So who is Mike Barnard, and what are his professional qualifications? Read article
London Free Press, John Miner
The Ontario government is launching two studies into putting wind farms in waterways, but maintains there are no plans to drop its moratorium on offshore wind-energy development. “Ontario will not proceed with offshore wind projects until enough scientific evidence exists to demonstrate that any future proposals can be developed in a way that is protective of both human health and the environment,” a spokesperson for the Ontario Environment Ministry said Monday.
Friday, the province invited bids on a study of the noise impact of offshore wind farms. It’s also seeking experts to study the requirements for decommissioning offshore wind farms. “These studies will help inform any future decisions on offshore wind development in Ontario,” Kate Jordan of the Ontario Environment Ministry wrote in an e-mail.
In the run-up to the 2011 Ontario election, the McGuinty government placed a moratorium on offshore wind farms, mostly planned for Lakes Huron and Ontario. Critics claimed it was a crass political move to save Liberal ridings in the face of a public backlash against unsightly wind farms in view of waterfront properties. The government maintained it made the move because there wasn’t enough scientific evidence on wind farms in fresh-water lakes. The moratorium triggered a $2.25-billion lawsuit against the government by Trillium Power Wind Corp., which had plans to build an offshore wind farm near Kingston. A lower court threw the lawsuit out, but it was reinstated in November 2013 by the Ontario Court of Appeal. Read article
By Paul Morden, Sarnia Observer
There’s something new on the horizon east of Forest. Wind turbines, 92 of them, are rising over the corn and soybean fields, and over the woodlots and farmhouses, as NextEra speeds through construction of its Jericho Wind Energy project. Construction began in the spring and 52 of the 92 turbines were up, as of this week, putting the project ahead of schedule. The project is to be wrapped up later this year.
“It’s nice to say that,” said project manager Jeff Damen. “We’re striving to get construction done before the fall hits.” Conditions can get windy then, and that’s not good for a project that relies heavily on the work being done by four large cranes, and approximately 20 smaller ones.
The more than $400-million project is creating some 200 construction jobs, and is currently at the peak of activity at the turbine sites, as well as a large temporary construction yard along Thomson Line in Lambton Shores. Crews have been working steadily, building roads, digging foundations, pouring concrete, erecting towers, raising blades and other components into place, and erecting 117 transmission poles to carry the electricity 17 km to where it will connect to the grid. Each base has 350 cubic metres of concrete, reinforced by 40 tonnes of steel, to anchor a tower that comes in three sections to be topped with the cell holding the generator, a nose cone and three blades. Read article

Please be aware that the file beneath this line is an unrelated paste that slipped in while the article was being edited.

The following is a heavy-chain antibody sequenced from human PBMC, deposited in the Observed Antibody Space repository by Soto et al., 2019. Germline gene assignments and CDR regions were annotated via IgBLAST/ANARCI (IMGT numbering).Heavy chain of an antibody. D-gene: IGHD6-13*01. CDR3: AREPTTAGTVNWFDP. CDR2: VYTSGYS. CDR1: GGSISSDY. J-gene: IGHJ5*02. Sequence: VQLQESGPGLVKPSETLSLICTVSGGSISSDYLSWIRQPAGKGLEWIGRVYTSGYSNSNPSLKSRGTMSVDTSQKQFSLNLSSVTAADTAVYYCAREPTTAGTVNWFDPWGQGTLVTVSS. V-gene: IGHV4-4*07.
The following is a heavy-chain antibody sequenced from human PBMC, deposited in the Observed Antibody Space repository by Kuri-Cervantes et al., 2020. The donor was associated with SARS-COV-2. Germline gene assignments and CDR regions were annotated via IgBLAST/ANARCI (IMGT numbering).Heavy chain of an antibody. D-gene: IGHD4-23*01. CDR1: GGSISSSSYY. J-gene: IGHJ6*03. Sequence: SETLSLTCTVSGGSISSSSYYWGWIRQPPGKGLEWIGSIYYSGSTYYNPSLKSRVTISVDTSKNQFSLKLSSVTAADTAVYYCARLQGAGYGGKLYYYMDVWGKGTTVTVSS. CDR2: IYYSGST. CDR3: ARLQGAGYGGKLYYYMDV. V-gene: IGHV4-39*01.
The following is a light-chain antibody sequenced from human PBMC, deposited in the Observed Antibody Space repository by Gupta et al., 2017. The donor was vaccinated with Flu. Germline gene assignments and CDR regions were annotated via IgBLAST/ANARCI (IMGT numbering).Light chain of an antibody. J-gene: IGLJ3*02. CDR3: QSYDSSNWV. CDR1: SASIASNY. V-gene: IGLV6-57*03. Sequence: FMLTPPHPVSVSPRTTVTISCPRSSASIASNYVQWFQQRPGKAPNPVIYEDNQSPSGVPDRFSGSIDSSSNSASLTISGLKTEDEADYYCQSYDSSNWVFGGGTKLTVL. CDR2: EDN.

The SWEAR/HEAT Stay Court Proceeding with Julian Falconer and team has been scheduled for Monday, September 22nd and Tuesday, September 23rd in London. The proceeding starts at 10:00 a.m. on Monday morning. We are hoping that lots of people will come out and show their support by peacefully protesting outside the courthouse and respectfully attending inside the court room. Your attendance would be so greatly appreciated. The location for the Stay Hearing is as follows:
80 Dundas Street
London, ON N6A 6B3
The full Divisional Court Hearing will be held November 17-18-19. The location for this Hearing has not been set as of this date. We will let you know when the location has been confirmed. Please circulate to your fellow supporters. For more information on the court proceedings please contact Dave Hemingway at firstname.lastname@example.org. Thank you. See you on the 22nd!
The Prince Edward County Field Naturalists will be back in court in December in a final appeal to prevent Gilead Power and the Ministry of Environment from putting wind turbines on important natural habitat at Ostrander Point. The appeal of a Divisional Court Decision is to be heard Dec. 8-9 at Osgoode Hall in Toronto.
PECFN started opposing this plan when it was first announced in 2007,” notes Cheryl Anderson, of the PECFN. “The opposition is based on a strong belief that the South Shore of Prince Edward County is the wrong place for wind turbines. The area is important to migrating birds, bats and butterflies, it contains Areas of Natural and Scientific Interest, provincially significant wetlands, globally imperilled Alvar habitat and is the home and breeding ground of several avian, reptilian and amphibian species at risk. ”